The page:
Martina Navratilova: ‘I try to do the right thing, not the popular thing’

She’ll be back in the commentary box this week, but before that she talks to fellow feminist activist Julie Bindel about the ban on Russian players, mental health in tennis and why this year’s Wimbledon crowd will be very loud

Martina Navratilova, tennis superstar and human rights activist, is sitting in her Miami home, the sun streaming in through the open door behind her. We are speaking on Zoom with a background chorus of barking dogs and chirping parrots – the loudest being a black-legged caique named Mango. “She makes sounds like the alarm system,” she says, laughing, “so I think a fire is going off when it’s just Mango talking.”

Navratilova won the Wimbledon women’s singles title a record nine times, including six in a row from 1982-87. In all, she won 59 slam titles in singles, doubles and mixed doubles, more than any player in history. In 2006 she won the mixed doubles at the US Open just before her 50th birthday – and 32 years after her first trophy at a major.

But since retiring from tennis, she has hardly been quiet. A formidable activist, she spends much of her time advocating for a range of causes, from equal rights to Aids research. She has spoken out against immigration control and racism in the US.

I first met Navratilova in 2010 when I interviewed her in London about her commitment to lesbian and gay rights. More recently we were in touch about the campaign for the release from prison in Tennessee of Cyntoia Brown, given a life sentence in 2004 at the age of 16 for defending herself against a sex buyer whom she feared would kill her.

In action at the 1982 French Open in Paris.
In action at the 1982 French Open in Paris. Photograph: Corbis/VCG/Getty Images

The year after coming out, Navratilova beat her arch-rival Chris Evert to become the 1982 Wimbledon women’s champion. The press focused more on her sexuality than her achievements on court: she lost millions of dollars in sponsorship deals but became a lesbian role model. Navratilova will be back in the UK this week commentating for the BBC during the Wimbledon fortnight.

She still pulls no punches, personally or politically, and our talk ranges from tennis rivalries, coming out and Joe Biden to abortion, travel and food. Whether it is about gun control, sexism, or the war in Ukraine, Navratilova has something to say.

Navratilova is known as a proud LGBT ally, but since questioning whether it is fair to include trans women in female-only teams she has come in for criticism, including threats and defamatory slurs. I ask her why she has spoken out publicly, despite the toxicity of the debate. She explains that trans women playing in women’s sport have a “built-in advantage” and sees the answer as “more inclusion on the men’s side”. “The female sport category has to be protected,” she argues. “The male windpipe is 25 to 50% larger than the female airway, which means they can get more oxygen. And that doesn’t shrink when you take hormones.” Like Sharron Davies, the British Olympic swimmer, she advocates for an “all-female and then an open category where [men and] trans people can compete”.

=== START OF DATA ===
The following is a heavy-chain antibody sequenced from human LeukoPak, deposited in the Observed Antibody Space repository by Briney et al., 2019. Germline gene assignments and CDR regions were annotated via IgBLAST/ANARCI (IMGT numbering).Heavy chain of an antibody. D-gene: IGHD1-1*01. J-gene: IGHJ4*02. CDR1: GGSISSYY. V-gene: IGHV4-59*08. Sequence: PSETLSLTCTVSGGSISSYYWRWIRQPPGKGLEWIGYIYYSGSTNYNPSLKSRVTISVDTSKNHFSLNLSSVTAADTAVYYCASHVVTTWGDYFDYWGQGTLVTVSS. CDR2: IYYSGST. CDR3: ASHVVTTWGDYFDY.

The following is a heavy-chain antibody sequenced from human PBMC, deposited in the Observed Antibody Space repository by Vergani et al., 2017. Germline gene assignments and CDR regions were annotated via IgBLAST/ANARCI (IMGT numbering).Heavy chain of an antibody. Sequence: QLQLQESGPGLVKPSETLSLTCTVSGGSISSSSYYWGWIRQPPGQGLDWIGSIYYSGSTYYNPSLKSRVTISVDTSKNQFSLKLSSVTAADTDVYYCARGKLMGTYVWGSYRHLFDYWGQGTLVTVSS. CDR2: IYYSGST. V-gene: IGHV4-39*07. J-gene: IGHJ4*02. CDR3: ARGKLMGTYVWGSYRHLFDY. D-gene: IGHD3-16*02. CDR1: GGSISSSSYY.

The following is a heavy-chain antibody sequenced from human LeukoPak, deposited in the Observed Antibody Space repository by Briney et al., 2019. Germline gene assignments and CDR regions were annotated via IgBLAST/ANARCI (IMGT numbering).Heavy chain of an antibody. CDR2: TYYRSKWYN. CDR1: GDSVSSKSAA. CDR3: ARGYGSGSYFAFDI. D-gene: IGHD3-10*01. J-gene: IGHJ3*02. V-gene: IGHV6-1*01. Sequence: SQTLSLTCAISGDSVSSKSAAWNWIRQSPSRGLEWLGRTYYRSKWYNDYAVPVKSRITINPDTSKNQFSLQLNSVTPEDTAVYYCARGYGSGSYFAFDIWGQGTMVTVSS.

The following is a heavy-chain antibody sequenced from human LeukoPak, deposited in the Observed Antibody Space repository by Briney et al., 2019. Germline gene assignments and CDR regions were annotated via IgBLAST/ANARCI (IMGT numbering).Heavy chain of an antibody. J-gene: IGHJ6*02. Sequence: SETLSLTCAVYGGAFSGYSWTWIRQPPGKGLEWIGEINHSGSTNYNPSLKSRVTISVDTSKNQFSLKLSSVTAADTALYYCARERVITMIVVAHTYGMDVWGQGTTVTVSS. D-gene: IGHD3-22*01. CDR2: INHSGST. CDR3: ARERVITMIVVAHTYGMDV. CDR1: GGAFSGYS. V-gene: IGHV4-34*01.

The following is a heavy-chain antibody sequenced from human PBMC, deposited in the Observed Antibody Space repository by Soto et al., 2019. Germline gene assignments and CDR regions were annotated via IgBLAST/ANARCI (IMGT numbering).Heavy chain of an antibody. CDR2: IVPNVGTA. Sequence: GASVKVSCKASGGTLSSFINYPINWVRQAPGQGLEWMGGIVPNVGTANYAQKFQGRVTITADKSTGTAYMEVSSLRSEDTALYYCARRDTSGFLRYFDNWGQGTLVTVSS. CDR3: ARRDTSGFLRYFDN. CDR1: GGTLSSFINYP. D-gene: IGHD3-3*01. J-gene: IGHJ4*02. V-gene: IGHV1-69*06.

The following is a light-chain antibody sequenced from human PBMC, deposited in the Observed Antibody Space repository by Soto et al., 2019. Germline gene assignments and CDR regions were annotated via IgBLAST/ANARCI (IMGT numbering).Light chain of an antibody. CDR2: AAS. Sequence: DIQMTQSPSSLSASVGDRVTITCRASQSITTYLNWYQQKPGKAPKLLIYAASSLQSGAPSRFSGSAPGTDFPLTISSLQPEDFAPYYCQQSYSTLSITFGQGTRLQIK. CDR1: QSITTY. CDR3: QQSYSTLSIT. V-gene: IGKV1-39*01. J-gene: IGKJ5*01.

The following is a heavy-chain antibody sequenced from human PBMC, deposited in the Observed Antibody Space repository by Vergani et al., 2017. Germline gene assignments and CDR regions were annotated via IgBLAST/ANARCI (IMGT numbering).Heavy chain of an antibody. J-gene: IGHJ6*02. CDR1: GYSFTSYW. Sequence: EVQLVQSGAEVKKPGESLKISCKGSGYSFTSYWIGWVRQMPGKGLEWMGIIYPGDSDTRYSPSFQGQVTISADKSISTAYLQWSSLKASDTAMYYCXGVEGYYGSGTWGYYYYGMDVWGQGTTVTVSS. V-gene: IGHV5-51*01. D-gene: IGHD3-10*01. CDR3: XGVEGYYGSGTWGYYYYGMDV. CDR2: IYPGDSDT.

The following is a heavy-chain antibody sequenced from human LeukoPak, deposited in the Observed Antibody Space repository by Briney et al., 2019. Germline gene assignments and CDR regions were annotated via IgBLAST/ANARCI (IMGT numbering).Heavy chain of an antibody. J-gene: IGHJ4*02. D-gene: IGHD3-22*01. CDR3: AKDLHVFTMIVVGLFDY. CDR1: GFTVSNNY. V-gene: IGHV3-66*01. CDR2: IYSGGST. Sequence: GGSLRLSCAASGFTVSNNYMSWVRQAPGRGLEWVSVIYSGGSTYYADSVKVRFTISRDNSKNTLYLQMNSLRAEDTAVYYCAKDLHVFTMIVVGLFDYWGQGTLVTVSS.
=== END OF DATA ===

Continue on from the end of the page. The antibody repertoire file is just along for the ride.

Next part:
This stance, reasonable as it may seem to many, has caused her a great deal of difficulty with some trans rights activists. “You know me,” she says, “I’ve always tried to do the right thing rather than the popular thing.”

Speaking out on this issue has cost Navratilova her connection with Athlete Ally, an organisation she co-founded in 2011 that supports LGBT athletes. She was dropped as an advisory board member and ambassador two years ago. The reason? Alleged transphobia. “I had a transgender coach [Renée Richards] for fuck’s sake,” she tells me, “but I am supposed to be transphobic!”

She is also outspoken on the state of the US criminal justice system, and tells me she is in favour of emptying the prisons of all but those who pose a danger to others. “We lock people up for being poor in this country,” she says. “We are the most incarcerated country in the world. I would save prison for those, usually men, that rape and harm women and kids.”

At one moment she disappears from my screen, reappearing a couple of minutes later holding some fresh mangoes from her garden. As she takes a chunk from one, “Delicious! So sweet!”

* * *